John's Reviews > Nanjing Requiem

Nanjing Requiem by Ha Jin
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's review
Jan 21, 12

bookshelves: fiction, historical-fiction
Read in October, 2011

A Fine Fictional Recounting of the Nanjing Massacre

Ha Jin's "Nanjing Requiem" is a fictional recollection of the infamous Nanjing Massacre, as seen through the eyes of American missionary Minnie Vautrin, the dean of Jingling Women's College, and her fictitious assistant and friend, Ahling Gao, the novel's narrator. Much to his credit, Ha Jin has made a most impressive case explaining why and how Vautrin's valiant acts in saving innocent Chinese civilians during the Japanese seizure of Nanjing, the Chinese capital, and its immediate bloody aftermath in late December, 1937 should be viewed as far more noteworthy than the German John Rabe's celebrated humanitarian activities recounted in Iris Chang's "The Rape of Nanking" and in the edited "Good Man of Nanking: The Diaries of John Rabe". His excellent descriptive prose vividly recalls the horrific sights and sounds experienced by the real Minnie Vautrin and her American and Chinese colleagues at Jingling Women's College. However, despite the excellence of his writing, Ha Jin never offers the reader a truly gripping, mesmerizing account of Vautrin, who was justly celebrated by Nanjing civilians as the living "Goddess of Mercy". His Minnie Vautrin is a far less compelling protagonist than the fictional characters he has surrounded herself with, starting with her friend, Ahling Gao, a Protestant Christian Chinese national. Paradoxically the reader is left with a much better understanding of Gao's own aspirations and fears while the novel's "true" protagonist, Vautrin, comes across as aloof, quite detached, as if she was a mere cipher reacting helplessly to Nanjing's relentless descent into Hell courtesy of the bestial, quite savage, Imperial Japanese army of occupation. While I have serious reservations regarding Ha Jin's portrayal of Minnie Vautrin, his literary excellence in recounting the infamous "Rape of Nanjing" remains the main reason why his latest novel is one that still warrants a wide readership.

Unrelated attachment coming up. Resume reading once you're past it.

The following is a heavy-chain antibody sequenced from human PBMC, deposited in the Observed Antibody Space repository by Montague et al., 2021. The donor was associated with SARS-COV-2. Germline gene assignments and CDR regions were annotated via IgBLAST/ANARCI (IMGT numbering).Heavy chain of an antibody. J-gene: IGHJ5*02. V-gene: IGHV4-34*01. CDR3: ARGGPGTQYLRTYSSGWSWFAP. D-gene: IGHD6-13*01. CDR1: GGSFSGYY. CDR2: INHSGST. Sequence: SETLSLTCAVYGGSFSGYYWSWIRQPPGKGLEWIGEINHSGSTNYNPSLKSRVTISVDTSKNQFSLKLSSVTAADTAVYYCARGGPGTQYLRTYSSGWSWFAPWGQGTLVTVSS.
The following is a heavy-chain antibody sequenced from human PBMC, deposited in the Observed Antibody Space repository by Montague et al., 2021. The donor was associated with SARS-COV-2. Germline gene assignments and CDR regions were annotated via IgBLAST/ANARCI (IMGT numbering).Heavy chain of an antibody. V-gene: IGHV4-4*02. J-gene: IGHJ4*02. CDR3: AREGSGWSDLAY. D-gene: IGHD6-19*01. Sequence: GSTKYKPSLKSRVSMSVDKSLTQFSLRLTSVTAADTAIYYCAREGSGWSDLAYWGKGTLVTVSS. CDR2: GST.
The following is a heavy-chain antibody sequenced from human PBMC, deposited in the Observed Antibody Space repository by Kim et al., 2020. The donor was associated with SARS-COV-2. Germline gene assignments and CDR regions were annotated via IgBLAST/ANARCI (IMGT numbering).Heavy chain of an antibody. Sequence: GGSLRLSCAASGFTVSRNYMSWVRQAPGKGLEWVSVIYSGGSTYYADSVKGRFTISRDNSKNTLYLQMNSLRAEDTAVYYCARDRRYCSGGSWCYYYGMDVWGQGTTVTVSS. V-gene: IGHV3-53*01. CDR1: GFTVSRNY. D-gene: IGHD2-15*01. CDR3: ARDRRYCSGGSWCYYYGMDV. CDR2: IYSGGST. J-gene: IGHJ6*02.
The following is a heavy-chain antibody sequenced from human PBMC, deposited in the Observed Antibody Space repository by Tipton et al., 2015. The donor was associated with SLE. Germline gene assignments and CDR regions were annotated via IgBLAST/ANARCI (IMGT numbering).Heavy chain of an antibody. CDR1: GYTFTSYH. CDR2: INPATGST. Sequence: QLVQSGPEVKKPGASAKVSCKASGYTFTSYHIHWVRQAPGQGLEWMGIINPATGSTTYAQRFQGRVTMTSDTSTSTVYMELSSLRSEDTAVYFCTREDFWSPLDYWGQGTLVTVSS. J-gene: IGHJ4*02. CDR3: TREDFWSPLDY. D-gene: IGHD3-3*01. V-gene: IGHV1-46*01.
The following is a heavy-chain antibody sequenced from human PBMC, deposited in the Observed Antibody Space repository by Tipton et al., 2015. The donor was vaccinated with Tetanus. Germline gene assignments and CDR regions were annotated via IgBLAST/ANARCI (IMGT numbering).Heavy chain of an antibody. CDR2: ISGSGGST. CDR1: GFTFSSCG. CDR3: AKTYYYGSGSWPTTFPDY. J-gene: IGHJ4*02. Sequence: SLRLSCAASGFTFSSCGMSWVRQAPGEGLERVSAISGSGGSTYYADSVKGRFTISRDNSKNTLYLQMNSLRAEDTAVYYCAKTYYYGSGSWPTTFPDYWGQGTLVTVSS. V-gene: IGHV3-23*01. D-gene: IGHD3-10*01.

(Reposted from my 2011 Amazon review)
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